The High Court is considering a claim by USDAW and several “lead” claimants against Tesco in relation to the proposed removal of the contractual benefit of “Retained Pay”.
In the late 2000’s, the company agreed to confer the benefit of Retained Pay upon many of its staff employed at distribution centres in England and Scotland, in return for the staff concerned agreeing to remain in Tesco’s employment, to transfer to new work sites, and not to participate in industrial action. The employees affected by the High Court trial work at distribution centres at Lichfield and Daventry.
At the time the benefit was conferred, the company gave assurances, variously, that the benefit would be “guaranteed for life” and “permanent”.
In early 2021, Tesco announced its intention to phase out Retained Pay, seeking the agreement of affected employees to its removal in the first instance, and offering a “buyout” equating to 18 months’ worth of the benefit as an incentive for employees to agree, but indicating that in the absence of agreement, the company would proceed to the termination of employment contracts with the substitution of new contracts containing identical terms and conditions whilst excluding the right to Retained Pay.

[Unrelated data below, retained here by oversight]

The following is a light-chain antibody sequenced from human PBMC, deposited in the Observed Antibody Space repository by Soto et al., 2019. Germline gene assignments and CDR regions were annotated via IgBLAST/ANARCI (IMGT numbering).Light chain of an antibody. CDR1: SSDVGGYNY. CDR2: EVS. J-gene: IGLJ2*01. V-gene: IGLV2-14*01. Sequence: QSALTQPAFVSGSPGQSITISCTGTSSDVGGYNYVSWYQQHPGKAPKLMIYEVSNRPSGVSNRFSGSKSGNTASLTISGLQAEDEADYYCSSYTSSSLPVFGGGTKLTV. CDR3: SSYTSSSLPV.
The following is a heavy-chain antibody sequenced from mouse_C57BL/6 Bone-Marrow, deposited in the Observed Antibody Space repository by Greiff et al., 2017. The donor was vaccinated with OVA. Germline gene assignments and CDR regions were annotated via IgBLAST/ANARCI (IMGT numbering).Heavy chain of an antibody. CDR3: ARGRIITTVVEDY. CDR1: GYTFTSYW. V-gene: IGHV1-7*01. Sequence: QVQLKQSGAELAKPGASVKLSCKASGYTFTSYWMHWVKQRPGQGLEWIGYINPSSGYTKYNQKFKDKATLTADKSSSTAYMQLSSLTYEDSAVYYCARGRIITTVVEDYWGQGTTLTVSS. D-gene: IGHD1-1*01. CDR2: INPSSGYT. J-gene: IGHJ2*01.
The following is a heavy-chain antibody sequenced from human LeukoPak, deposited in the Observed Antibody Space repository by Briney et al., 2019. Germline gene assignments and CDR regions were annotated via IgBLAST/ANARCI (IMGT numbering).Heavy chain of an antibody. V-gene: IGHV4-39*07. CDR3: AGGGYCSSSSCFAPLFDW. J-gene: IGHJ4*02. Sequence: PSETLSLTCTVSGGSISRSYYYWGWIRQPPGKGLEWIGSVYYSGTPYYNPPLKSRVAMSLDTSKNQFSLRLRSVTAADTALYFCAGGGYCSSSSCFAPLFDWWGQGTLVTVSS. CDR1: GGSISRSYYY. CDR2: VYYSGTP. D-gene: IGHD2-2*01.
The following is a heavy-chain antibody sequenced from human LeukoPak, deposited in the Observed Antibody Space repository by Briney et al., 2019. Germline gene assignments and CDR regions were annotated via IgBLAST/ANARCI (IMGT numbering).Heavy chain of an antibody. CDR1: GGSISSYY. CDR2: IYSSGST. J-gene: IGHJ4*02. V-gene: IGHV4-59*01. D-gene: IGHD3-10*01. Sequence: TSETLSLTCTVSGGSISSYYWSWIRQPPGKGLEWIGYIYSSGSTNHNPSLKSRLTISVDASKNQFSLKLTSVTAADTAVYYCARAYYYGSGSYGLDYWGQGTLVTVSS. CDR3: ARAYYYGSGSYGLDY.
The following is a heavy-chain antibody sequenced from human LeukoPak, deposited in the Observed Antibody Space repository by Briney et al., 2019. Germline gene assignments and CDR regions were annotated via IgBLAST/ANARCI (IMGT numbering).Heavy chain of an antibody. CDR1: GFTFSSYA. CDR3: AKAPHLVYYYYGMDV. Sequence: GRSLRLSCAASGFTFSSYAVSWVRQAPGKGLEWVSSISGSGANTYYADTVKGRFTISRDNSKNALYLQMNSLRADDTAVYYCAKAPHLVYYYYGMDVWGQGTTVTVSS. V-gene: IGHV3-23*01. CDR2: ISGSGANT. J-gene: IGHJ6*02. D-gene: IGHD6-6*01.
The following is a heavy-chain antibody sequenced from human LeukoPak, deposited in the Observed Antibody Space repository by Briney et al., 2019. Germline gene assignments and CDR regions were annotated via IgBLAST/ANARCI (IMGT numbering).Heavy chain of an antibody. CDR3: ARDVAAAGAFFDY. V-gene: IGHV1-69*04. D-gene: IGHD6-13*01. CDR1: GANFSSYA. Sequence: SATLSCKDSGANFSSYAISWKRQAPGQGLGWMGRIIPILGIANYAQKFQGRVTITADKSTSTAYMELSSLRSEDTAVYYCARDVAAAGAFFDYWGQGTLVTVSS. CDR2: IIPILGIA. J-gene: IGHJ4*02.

Tesco defends the claim, maintaining that it is entitled to “fire and re-hire” in the manner intended. USDAW contends that whilst the company has the right to terminate the employment of the employees concerned “for cause” (such as gross misconduct or redundancy), the contracts of employment of affected employees contain an implied term that Tesco will not exercise the right it would otherwise enjoy to give notice to terminate for the purposes of removing the right to Retained Pay.
During the trial, which is taking place under the CPR Part 8 procedure, the Court is, in particular, giving consideration to the line of authority on implied contractual terms dating back to Aspden v Webbs Poultry & Meat Group (Holdings) Ltd  IRLR 521.
In parallel proceedings in the Court of Session, interim interdicts have already been obtained in relation to employees based at Tesco’s Livingston distribution centre in West Lothian.
USDAW, which seeks declaratory and final injunctive relief, is represented by Paul Gilroy QC, leading Stuart Brittenden of Old Square Chambers.
The case has been the subject of media coverage: